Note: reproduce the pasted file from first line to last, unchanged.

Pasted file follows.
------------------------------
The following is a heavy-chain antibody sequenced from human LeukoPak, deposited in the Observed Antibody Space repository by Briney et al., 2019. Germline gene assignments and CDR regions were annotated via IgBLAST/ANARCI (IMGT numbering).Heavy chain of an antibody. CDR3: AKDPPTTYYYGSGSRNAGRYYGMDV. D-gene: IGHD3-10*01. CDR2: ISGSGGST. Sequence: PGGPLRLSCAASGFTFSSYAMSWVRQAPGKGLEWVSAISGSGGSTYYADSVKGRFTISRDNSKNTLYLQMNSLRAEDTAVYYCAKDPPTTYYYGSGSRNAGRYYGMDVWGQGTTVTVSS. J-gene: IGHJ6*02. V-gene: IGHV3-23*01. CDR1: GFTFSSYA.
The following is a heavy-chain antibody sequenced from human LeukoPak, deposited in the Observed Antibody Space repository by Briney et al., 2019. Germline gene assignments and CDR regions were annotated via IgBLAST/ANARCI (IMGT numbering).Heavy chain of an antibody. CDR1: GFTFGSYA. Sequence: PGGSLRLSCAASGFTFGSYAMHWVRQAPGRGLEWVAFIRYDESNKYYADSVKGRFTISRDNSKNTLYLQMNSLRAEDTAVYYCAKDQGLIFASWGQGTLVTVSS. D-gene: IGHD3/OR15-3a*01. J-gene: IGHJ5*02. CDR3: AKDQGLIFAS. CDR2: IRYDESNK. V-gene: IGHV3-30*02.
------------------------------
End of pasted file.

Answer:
The following is a heavy-chain antibody sequenced from human LeukoPak, deposited in the Observed Antibody Space repository by Briney et al., 2019. Germline gene assignments and CDR regions were annotated via IgBLAST/ANARCI (IMGT numbering).Heavy chain of an antibody. CDR3: AKDPPTTYYYGSGSRNAGRYYGMDV. D-gene: IGHD3-10*01. CDR2: ISGSGGST. Sequence: PGGPLRLSCAASGFTFSSYAMSWVRQAPGKGLEWVSAISGSGGSTYYADSVKGRFTISRDNSKNTLYLQMNSLRAEDTAVYYCAKDPPTTYYYGSGSRNAGRYYGMDVWGQGTTVTVSS. J-gene: IGHJ6*02. V-gene: IGHV3-23*01. CDR1: GFTFSSYA.
The following is a heavy-chain antibody sequenced from human LeukoPak, deposited in the Observed Antibody Space repository by Briney et al., 2019. Germline gene assignments and CDR regions were annotated via IgBLAST/ANARCI (IMGT numbering).Heavy chain of an antibody. CDR1: GFTFGSYA. Sequence: PGGSLRLSCAASGFTFGSYAMHWVRQAPGRGLEWVAFIRYDESNKYYADSVKGRFTISRDNSKNTLYLQMNSLRAEDTAVYYCAKDQGLIFASWGQGTLVTVSS. D-gene: IGHD3/OR15-3a*01. J-gene: IGHJ5*02. CDR3: AKDQGLIFAS. CDR2: IRYDESNK. V-gene: IGHV3-30*02.